To celebrate International Literacy Day, Language Lizard is launching its Bilingual Book Promotion which will last until the end of October. Visit the Language Lizard website to learn more about this promotion and how you can receive free bilingual books!
The theme for the 2012 International Literacy Day is literacy and peace. As the UNESCO website states:
“Literacy contributes to peace as it brings people closer to attaining individual freedoms and better understanding the world, as well as preventing or resolving conflict. The connection between literacy and peace can be seen by the fact that in unstable democracies or in conflict-affected countries it is harder to establish or sustain a literate environment.”
Please join us in celebrating this wonderful day!
To learn more about the Language Lizard Bilingual Book Promotion, visit the Language Lizard website. You have until the end of October to win free bilingual books!
Starting school for the first time can be both an exciting and nerve-wracking experience for a young bilingual child. Aside from possible language barriers, cultural differences may often play a role. Things that are done in the classroom often do not match what a child is used to at home and this can make a bilingual child feel especially uncomfortable and insecure.
It is important to give bilingual children a lot of time to get used to the classroom setting. Although this is true for all children coming to school for the first time, for bilingual children there are some unique elements which can help them transition more successfully.
Below are tips to make the transition go more smoothly for bilingual students in your classroom:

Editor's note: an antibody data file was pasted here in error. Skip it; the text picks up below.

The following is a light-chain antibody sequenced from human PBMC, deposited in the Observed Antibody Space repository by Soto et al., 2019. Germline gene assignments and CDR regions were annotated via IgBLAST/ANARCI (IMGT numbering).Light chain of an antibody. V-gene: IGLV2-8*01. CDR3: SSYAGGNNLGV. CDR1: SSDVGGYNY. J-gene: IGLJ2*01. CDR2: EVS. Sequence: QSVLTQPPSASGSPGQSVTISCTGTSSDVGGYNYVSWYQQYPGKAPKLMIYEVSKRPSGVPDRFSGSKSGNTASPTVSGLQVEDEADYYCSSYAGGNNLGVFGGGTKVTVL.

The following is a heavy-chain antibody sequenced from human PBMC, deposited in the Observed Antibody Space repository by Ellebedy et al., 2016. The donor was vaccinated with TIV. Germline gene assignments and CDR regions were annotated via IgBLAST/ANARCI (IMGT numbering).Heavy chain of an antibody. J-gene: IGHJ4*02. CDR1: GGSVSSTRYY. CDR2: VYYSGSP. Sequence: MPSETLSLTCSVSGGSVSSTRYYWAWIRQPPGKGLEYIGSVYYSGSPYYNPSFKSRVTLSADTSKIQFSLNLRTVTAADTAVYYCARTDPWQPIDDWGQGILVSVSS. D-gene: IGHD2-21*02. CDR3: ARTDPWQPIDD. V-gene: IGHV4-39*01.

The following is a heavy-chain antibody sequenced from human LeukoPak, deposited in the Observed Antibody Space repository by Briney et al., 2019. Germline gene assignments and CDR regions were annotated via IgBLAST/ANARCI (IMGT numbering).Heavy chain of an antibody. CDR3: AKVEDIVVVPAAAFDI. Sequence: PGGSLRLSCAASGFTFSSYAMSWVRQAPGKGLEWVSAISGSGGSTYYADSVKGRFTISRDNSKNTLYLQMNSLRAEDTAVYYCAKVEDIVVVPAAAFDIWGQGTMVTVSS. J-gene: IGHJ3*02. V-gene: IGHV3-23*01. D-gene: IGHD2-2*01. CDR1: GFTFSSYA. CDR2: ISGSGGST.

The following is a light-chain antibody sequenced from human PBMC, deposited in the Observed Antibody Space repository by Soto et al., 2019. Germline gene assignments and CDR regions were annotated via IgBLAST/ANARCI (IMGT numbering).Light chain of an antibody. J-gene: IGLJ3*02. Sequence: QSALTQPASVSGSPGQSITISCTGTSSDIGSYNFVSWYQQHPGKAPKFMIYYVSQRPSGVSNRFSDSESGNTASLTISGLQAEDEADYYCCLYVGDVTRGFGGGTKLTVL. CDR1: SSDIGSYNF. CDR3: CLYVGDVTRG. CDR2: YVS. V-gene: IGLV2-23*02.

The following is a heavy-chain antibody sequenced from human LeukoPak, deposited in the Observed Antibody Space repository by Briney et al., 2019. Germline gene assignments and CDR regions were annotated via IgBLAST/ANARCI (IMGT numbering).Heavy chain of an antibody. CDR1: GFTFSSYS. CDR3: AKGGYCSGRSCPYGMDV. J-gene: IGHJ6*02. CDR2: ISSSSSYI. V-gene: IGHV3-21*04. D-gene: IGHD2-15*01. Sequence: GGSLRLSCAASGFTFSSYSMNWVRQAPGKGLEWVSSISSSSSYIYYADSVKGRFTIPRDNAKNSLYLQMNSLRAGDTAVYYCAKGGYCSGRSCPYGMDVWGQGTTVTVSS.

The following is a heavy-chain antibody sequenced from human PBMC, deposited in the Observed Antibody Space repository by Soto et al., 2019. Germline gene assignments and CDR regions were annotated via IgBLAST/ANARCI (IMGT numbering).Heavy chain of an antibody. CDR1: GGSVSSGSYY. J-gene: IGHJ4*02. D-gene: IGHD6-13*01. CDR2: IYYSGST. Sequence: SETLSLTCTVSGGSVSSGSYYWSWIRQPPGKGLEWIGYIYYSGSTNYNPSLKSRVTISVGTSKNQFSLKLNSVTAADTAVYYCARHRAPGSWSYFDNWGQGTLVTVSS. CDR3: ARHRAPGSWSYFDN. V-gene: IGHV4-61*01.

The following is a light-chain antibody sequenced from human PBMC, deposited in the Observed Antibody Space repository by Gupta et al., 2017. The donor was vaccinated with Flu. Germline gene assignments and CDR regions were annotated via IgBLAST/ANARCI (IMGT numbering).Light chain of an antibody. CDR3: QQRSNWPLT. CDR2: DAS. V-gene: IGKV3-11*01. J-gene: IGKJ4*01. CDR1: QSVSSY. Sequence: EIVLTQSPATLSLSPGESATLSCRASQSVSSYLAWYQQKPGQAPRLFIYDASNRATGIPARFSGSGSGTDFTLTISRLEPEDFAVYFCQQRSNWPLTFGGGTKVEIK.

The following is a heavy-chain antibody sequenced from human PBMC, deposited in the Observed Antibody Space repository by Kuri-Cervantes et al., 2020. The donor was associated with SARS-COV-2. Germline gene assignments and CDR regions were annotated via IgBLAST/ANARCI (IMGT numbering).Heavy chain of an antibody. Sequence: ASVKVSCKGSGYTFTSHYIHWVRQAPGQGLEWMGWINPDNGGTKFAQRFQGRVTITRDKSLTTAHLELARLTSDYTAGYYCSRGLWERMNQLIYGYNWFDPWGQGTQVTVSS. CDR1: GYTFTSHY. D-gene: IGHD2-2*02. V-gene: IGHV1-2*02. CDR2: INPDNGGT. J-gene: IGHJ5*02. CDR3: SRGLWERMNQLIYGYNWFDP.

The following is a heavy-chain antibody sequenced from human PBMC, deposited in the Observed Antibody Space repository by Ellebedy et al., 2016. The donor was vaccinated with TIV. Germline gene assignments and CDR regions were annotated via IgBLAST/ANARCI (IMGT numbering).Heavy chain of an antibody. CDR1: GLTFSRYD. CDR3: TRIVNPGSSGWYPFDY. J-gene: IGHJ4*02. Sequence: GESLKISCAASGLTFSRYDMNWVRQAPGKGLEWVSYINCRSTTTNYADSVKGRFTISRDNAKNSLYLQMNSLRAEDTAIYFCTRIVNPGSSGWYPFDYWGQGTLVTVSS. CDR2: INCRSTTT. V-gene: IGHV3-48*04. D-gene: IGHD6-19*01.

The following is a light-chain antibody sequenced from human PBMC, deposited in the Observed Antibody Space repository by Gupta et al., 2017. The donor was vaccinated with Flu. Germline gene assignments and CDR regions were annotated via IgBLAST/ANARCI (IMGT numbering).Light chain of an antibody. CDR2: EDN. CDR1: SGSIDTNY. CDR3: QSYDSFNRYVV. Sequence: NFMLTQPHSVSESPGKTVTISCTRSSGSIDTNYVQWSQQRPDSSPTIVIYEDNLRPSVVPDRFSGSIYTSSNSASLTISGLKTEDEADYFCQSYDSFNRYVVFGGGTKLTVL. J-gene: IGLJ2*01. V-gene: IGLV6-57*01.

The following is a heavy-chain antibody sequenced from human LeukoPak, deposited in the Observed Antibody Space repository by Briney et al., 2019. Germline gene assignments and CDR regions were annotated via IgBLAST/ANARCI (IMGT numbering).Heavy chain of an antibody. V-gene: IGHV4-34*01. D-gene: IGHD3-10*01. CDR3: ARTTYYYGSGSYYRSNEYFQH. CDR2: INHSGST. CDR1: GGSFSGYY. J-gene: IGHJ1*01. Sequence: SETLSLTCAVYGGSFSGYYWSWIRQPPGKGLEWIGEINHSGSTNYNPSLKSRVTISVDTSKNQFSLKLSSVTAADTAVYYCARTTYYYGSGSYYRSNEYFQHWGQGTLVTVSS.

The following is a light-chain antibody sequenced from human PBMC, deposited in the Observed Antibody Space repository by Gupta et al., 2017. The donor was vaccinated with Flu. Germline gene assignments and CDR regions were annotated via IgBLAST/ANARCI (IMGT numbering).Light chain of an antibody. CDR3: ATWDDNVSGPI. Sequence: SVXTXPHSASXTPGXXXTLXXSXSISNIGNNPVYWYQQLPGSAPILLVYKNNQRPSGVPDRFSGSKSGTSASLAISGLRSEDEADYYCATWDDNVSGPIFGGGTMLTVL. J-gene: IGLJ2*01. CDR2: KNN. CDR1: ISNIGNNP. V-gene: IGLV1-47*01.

Continue reading Bilingual Children and the First Days of School
When it comes to choosing bilingual books to share with our little ones during the summer, the choices seem endless. Who can decide on just a few when there are so many to choose from?
To help you pick the right bilingual books for your family this summer, we have put together the following lists based on some popular topics.
We hope you will find just the right books to make your summertime as enjoyable (and bilingual) as possible. Feel free to head over to our main Language Lizard website to find even more fantastic bilingual books!
Kids love reading books that make them laugh or have a funny, unexpected twist at the end. Get your children giggling with these books: Continue reading Top Bilingual Books for Summertime Reading
Reading out loud is one of the most wonderful ways we can help our children learn language(s). It helps to build vocabulary (in many languages) and helps children fall in love with literature and the written word.
The more we can make storytime a great experience for children, the more they will look forward to reading on their own down the road.
It doesn’t take a lot to make storytime a child’s favorite time of day. However, reminding ourselves of some key elements can help make it even better.
Here are some ideas for how to make your storytime the highlight of every child’s day:
Continue reading Bilingual Children: Make Storytime Their Favorite Time of the Day
Summertime is upon us! The school year is coming to an end and our favorite summer activities are right around the corner: Running barefoot through sprinklers, savoring a neon-colored snow cone and sitting in the shade of a favorite tree with a good book. What could be better?
Even though school is letting out, children can strengthen their literacy skills with summertime literacy programs, available through local libraries, community centers, schools, bookstores and even online. Bilingual children, in particular, can significantly improve their literacy during the summer by reading bilingual books in both of their languages.
As we mentioned in our previous article, literacy can grow and develop regardless of language. The most important thing is that bilingual children are provided with quality reading materials and an incentive to read them. Instilling a love of reading should always be the primary goal for our students.
Here is a list of programs that can help students strengthen their literacy skills this summer:
Continue reading Bilingual Children & Summer Literacy Programs
We only learn how to read once. This is true for all of us: monolingual, bilingual or multilingual. Once we figure out how literacy works, it is with us forever.